I was due at Walden Pond at 7 a.m. to lead the annual silent Memorial Walk during The Thoreau Society Annual Gathering. I had fifteen minutes to spare before I had to pick up a fellow walker at her hotel. So I headed over to my favorite place in the area: the North Bridge.

Thankfully, the hour was too early for tourists. And the timing must have been off for joggers or dog-walkers too, because I had the place blissfully to myself. Or, I should clarify: I was alone, only as far as fellow humans were concerned. Once I tiptoed to the crest of the bridge, I was instead surrounded by birdsong.

Looking down the river

Looking down the Concord River at dawn

The usual little brown chatterers were perched in the tall trees by the riverbanks. A catbird mewed from the thicket. A pair of red-wing blackbirds chased each other through the marsh on the opposite shore. Pigeons cooed from underneath the bridge boards. Every few seconds one of the pigeons would whappity-whap-whap to one of the other wooden posts below.

Looking up the Concord River at dawn

Looking up the Concord River at dawn

As I had hoped, the clear and cloudless sky made for a beautiful scene. My favorite scene. One so full of peace that it confounded me to think that the Revolution started here with weapons, confusion, gunshot, injury, and loss of life.

It was at this hour on the morning of April 19, 1775, that the colonial minutemen gathered in anticipation on the other side of the bridge. The red-coated soldiers would soon arrive in Concord from Boston, after having exchanged shots with the minutemen lining the road in Lexington. The paths of the two groups would cross here in about three hours. What happened would eventually be described by Ralph Waldo Emerson as “the shot heard ‘round the world.” Had the birds been singing on that morning, too?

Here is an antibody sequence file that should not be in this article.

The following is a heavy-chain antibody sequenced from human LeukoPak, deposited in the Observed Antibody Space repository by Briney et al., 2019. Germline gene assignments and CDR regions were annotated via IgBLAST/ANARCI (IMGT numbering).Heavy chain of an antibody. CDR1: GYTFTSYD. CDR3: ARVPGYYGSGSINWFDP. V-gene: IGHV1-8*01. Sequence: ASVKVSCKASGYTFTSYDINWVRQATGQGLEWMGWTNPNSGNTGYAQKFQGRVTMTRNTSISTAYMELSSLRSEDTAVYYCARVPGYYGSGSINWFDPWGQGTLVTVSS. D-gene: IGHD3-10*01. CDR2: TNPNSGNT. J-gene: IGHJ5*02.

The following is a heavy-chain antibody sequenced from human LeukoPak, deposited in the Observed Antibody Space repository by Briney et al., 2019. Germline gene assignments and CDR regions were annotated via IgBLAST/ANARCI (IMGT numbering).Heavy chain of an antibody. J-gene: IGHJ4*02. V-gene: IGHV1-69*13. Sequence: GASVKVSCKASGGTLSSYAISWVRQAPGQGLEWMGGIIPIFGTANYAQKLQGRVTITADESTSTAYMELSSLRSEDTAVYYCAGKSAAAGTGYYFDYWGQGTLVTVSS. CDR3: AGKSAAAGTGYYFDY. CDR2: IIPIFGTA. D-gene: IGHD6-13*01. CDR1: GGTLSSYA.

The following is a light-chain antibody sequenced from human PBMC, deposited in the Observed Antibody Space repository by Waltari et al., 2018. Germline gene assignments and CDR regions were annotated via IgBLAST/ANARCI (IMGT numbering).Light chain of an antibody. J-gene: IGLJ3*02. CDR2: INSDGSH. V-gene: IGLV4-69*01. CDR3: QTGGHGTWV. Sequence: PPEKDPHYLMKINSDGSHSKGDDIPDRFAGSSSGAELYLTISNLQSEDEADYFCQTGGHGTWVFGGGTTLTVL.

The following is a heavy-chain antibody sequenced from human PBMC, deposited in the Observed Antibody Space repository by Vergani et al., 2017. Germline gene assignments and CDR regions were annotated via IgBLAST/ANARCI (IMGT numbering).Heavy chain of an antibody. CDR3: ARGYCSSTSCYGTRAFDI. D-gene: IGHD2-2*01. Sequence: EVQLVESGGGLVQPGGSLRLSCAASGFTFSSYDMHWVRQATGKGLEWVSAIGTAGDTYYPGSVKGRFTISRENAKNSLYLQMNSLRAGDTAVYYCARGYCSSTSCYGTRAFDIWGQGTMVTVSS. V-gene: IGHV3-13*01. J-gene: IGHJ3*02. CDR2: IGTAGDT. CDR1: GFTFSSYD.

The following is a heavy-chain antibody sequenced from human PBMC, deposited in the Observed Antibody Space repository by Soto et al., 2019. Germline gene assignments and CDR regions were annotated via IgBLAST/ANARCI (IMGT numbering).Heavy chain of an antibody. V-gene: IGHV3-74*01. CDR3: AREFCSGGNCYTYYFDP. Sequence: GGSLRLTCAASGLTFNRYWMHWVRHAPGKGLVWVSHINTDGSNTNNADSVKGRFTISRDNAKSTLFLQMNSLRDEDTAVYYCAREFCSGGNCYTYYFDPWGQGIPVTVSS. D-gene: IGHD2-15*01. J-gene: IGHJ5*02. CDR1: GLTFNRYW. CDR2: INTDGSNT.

I looked downriver, to the right. The Concord was beautiful. I looked upriver and toward the Old Manse boathouse, to the left. Suddenly I realized that a heron was fishing along the far shoreline, just beyond a bit of rising mist. I hadn’t noticed it before. I had had too much history on my mind.

Heron fishing

Heron fishing

Still, the birds sang, all around me. After a quick look around to make sure there were no further witnesses, I decided to join them. I chose the chorus from the John Denver song “Summer,” which I thought was one of the most transcendental sets of lyrics he ever wrote:

“And oh, I love the life within me,
I feel a part of everything I see.
And oh, I love the life around me,
A part of everything is here in me.
A part of everything is here in me.
A part of everything is here in me.”

Most singing bridges come with decks of metal grates that make automobile tires “sing” when they travel across them. This morning I changed the definition to include this other kind of singing: vocal, not physical. I sang the chorus several times, getting louder with each one. The heron must not have been a John Denver fan. When I looked back to the far shore, he was gone.

Still, I have a sense for what Henry David Thoreau may have thought if he’d been able to look down from this “rude bridge” and see the reflection of the morning sky in the Concord water:

“Heaven is under our feet, as well as over our heads.”

The Concord is an impressionist river, reflecting both trees and sky.

The Concord is an impressionist river, reflecting both trees and sky.